Further reading: the BMW Art Guide by Independent Collectors
Recently published in its 4th edition, the BMW Art Guide by Independent Collectors is the first book of its type, providing a compelling overview of 256 private collections of contemporary art around the world that are open to the public. Succinct descriptions of the collections, some of which are opening their doors for the first time, accompanied by numerous coloured illustrations, take the reader on a journey through 43 countries and more than 180 cities, often to locations off the beaten track. A comparable selection of private collections is not to be found anywhere else, either on the internet or in other publications.

© from top to bottom: W.Warhol, Early Colored Liz (Chartreuse); akg-images/Ronald Dick, Monolith L; Courtesy Black Iris Contemporary Photography GmbH/Jeff Koons, Balloon Dog (Magenta), 1994 Ð 2000; B655/PALAZZO GRASSI/GAMMA/laif/Courtesy Ian Davenport and Alan Cristea Gallery, London/Courtesy: The Skateroom. Available on Jana Gerberding, courtesy BLACK IRIS Contemporary Photography/Celine Al-Mosawi, Courtesy: Edition Louisa Clement headlong I-IV, Kunst & Denker Contemporary/Jacky Tsai, Courtesy of Tàpies, Farblithografie, Auflage 75, Yvonne Amankwa/Artflash/Twilight (earth-core) (2015), Fine-Art print on Hahnemühle paper, courtesy Collectors Agenda.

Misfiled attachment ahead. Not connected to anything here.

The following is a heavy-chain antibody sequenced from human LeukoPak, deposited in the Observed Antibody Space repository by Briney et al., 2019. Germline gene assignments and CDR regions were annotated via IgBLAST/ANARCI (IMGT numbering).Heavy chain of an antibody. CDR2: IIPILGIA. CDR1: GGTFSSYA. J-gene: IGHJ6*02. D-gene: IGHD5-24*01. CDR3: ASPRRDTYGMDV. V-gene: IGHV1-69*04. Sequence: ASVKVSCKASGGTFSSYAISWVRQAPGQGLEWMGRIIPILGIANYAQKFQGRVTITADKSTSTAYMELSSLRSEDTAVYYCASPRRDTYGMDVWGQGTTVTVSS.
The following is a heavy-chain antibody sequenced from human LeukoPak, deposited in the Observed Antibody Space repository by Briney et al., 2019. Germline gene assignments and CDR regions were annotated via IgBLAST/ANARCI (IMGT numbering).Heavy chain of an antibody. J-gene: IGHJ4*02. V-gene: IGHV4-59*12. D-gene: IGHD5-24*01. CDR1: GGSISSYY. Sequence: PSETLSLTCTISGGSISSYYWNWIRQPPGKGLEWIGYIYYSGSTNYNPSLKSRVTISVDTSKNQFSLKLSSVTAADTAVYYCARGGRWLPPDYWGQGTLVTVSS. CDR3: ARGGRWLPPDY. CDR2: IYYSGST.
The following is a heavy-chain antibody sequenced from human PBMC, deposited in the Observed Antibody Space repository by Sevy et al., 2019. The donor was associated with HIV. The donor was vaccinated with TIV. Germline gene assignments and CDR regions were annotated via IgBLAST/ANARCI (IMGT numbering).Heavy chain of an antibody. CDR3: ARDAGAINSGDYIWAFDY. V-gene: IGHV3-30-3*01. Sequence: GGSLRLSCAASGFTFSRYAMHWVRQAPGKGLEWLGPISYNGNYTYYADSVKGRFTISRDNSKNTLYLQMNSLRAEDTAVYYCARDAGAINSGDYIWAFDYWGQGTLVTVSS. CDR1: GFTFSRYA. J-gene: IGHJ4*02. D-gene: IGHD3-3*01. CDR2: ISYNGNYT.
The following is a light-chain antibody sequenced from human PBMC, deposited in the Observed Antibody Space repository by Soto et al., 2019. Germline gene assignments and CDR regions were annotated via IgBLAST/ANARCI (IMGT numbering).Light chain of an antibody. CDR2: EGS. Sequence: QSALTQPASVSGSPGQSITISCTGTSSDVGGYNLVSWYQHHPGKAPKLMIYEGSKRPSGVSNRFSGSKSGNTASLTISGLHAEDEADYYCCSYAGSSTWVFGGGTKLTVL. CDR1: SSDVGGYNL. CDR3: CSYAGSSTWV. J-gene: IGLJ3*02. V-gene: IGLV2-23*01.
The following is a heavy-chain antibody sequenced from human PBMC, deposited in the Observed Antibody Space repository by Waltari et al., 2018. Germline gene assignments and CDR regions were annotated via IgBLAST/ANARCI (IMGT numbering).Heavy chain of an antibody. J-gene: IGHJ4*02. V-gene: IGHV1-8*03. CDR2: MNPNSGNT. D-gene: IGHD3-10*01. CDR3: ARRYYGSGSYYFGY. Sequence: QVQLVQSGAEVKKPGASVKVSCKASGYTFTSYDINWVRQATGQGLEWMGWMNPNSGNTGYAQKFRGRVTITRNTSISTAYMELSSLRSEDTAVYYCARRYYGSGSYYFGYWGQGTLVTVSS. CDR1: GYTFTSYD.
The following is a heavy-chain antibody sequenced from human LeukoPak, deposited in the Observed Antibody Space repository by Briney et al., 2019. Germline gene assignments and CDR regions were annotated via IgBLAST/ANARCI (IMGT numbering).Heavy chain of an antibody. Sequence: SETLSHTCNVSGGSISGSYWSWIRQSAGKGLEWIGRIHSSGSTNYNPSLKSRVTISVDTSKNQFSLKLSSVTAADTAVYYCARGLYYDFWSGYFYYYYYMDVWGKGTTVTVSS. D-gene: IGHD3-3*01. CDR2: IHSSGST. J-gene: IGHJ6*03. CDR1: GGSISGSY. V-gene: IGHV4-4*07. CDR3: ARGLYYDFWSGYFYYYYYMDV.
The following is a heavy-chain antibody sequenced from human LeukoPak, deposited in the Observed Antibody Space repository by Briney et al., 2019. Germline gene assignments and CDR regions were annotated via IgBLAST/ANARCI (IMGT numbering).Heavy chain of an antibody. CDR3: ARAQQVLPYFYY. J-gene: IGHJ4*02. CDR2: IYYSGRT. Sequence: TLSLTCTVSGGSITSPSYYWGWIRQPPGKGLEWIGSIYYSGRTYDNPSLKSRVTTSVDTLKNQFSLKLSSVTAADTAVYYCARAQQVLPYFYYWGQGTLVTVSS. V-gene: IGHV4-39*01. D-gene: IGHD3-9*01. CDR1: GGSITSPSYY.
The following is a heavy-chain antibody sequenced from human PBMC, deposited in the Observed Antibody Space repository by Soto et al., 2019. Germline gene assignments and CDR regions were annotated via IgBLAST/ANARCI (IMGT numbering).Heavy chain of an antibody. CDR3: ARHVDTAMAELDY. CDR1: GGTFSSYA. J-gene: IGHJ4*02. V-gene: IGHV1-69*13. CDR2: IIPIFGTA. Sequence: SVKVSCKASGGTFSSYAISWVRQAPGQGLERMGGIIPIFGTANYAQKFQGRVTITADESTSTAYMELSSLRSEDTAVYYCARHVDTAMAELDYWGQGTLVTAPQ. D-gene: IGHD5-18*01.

Collectors Agenda

Collectors Agenda is more of an editorial platform than an online gallery. Besides featuring interviews with artists, and chronicles of visits to their studios, it also offers editions that are produced in direct collaboration with the artists. It is the artists themselves, however, who choose which pieces of work are to be sold and how they will be presented, including the type of frame to be used. These exclusively produced editions can then only be purchased from the Collectors Agenda website. By keeping the number of copies produced as low possible, the Vienna-based team manages to offer a top-tier product with a high degree of exclusivity that is, at the same time, affordable.